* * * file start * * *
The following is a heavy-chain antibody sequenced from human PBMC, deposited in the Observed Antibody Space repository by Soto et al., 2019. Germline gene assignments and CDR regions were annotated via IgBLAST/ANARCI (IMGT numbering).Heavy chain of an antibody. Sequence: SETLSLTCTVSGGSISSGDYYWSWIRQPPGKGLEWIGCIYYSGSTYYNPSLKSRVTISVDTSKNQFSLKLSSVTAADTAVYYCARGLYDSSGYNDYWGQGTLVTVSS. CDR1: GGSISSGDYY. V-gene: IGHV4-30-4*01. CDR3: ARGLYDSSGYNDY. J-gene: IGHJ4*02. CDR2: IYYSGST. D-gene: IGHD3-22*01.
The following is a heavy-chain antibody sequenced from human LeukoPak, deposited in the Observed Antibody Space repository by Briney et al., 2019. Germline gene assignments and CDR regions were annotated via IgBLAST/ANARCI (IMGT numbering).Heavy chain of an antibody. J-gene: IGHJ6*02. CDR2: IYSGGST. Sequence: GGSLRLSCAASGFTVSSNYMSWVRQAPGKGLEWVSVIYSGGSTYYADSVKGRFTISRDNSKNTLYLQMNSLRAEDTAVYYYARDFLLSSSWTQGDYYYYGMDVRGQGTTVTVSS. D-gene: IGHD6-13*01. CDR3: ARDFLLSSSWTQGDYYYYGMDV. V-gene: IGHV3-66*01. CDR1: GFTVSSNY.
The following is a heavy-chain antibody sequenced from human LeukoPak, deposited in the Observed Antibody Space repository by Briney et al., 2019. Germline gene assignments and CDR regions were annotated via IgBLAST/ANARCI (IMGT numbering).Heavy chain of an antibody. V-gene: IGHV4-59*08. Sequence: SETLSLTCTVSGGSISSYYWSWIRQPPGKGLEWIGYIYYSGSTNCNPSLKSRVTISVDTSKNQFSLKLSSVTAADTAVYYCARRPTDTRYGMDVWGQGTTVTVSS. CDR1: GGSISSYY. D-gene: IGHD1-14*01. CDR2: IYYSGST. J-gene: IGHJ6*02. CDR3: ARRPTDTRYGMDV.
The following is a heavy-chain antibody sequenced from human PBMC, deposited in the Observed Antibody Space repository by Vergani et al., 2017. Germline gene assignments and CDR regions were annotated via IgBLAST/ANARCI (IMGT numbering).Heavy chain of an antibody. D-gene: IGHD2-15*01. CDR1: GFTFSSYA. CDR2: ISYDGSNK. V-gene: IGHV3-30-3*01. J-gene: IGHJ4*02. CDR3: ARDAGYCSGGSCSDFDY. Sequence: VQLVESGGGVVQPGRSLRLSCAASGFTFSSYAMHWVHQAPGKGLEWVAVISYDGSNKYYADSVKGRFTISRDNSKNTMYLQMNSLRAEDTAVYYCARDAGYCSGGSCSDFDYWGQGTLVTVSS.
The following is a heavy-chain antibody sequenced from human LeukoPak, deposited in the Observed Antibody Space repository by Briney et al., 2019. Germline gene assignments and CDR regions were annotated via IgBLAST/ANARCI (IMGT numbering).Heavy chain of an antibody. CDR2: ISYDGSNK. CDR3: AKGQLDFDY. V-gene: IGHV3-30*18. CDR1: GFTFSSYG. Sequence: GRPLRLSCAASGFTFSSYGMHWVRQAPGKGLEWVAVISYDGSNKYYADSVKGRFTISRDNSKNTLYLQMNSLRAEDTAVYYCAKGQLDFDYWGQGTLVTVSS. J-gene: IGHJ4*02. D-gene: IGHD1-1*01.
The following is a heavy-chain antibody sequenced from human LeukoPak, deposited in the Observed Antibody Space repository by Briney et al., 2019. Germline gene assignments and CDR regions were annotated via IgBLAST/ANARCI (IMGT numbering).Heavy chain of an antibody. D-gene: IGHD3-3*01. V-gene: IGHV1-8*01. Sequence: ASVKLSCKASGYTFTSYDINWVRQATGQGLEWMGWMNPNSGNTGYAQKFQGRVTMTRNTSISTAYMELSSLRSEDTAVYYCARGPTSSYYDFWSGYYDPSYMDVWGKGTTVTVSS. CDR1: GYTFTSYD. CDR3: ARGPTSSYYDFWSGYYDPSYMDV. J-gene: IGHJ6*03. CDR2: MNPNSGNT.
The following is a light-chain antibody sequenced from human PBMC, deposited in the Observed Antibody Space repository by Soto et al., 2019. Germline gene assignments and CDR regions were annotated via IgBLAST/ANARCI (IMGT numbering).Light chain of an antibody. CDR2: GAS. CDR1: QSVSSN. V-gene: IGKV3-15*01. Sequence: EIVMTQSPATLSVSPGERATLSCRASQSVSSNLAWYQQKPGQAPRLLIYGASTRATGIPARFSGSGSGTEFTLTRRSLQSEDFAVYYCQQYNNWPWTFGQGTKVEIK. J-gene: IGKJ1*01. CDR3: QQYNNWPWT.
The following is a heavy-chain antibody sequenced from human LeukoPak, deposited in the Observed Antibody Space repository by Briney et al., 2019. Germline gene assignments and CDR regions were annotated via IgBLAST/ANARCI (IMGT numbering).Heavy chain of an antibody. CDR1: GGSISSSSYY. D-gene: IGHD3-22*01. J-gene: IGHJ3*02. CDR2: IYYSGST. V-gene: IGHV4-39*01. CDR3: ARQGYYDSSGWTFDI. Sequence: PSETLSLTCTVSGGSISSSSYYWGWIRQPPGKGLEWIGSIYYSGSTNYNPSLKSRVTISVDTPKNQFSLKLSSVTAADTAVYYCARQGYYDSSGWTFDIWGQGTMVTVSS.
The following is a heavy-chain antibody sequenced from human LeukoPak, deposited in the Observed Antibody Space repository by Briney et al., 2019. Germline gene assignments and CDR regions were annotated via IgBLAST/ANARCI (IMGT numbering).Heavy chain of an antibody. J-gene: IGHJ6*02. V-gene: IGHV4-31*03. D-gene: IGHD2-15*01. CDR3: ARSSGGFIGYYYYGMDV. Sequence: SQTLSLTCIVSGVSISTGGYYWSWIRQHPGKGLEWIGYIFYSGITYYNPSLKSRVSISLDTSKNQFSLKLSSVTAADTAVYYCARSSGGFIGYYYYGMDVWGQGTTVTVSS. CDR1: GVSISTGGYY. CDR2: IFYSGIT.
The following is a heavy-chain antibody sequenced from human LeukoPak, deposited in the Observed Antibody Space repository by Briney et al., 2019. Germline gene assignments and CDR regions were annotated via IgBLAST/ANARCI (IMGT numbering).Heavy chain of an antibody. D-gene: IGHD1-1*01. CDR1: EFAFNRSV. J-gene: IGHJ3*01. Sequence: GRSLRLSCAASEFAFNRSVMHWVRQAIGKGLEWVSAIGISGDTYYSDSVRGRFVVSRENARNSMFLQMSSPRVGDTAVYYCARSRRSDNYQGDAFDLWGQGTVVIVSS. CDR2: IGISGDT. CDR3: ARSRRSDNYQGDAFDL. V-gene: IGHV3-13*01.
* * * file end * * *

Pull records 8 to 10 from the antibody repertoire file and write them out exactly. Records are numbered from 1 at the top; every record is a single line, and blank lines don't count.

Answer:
The following is a heavy-chain antibody sequenced from human LeukoPak, deposited in the Observed Antibody Space repository by Briney et al., 2019. Germline gene assignments and CDR regions were annotated via IgBLAST/ANARCI (IMGT numbering).Heavy chain of an antibody. CDR1: GGSISSSSYY. D-gene: IGHD3-22*01. J-gene: IGHJ3*02. CDR2: IYYSGST. V-gene: IGHV4-39*01. CDR3: ARQGYYDSSGWTFDI. Sequence: PSETLSLTCTVSGGSISSSSYYWGWIRQPPGKGLEWIGSIYYSGSTNYNPSLKSRVTISVDTPKNQFSLKLSSVTAADTAVYYCARQGYYDSSGWTFDIWGQGTMVTVSS.
The following is a heavy-chain antibody sequenced from human LeukoPak, deposited in the Observed Antibody Space repository by Briney et al., 2019. Germline gene assignments and CDR regions were annotated via IgBLAST/ANARCI (IMGT numbering).Heavy chain of an antibody. J-gene: IGHJ6*02. V-gene: IGHV4-31*03. D-gene: IGHD2-15*01. CDR3: ARSSGGFIGYYYYGMDV. Sequence: SQTLSLTCIVSGVSISTGGYYWSWIRQHPGKGLEWIGYIFYSGITYYNPSLKSRVSISLDTSKNQFSLKLSSVTAADTAVYYCARSSGGFIGYYYYGMDVWGQGTTVTVSS. CDR1: GVSISTGGYY. CDR2: IFYSGIT.
The following is a heavy-chain antibody sequenced from human LeukoPak, deposited in the Observed Antibody Space repository by Briney et al., 2019. Germline gene assignments and CDR regions were annotated via IgBLAST/ANARCI (IMGT numbering).Heavy chain of an antibody. D-gene: IGHD1-1*01. CDR1: EFAFNRSV. J-gene: IGHJ3*01. Sequence: GRSLRLSCAASEFAFNRSVMHWVRQAIGKGLEWVSAIGISGDTYYSDSVRGRFVVSRENARNSMFLQMSSPRVGDTAVYYCARSRRSDNYQGDAFDLWGQGTVVIVSS. CDR2: IGISGDT. CDR3: ARSRRSDNYQGDAFDL. V-gene: IGHV3-13*01.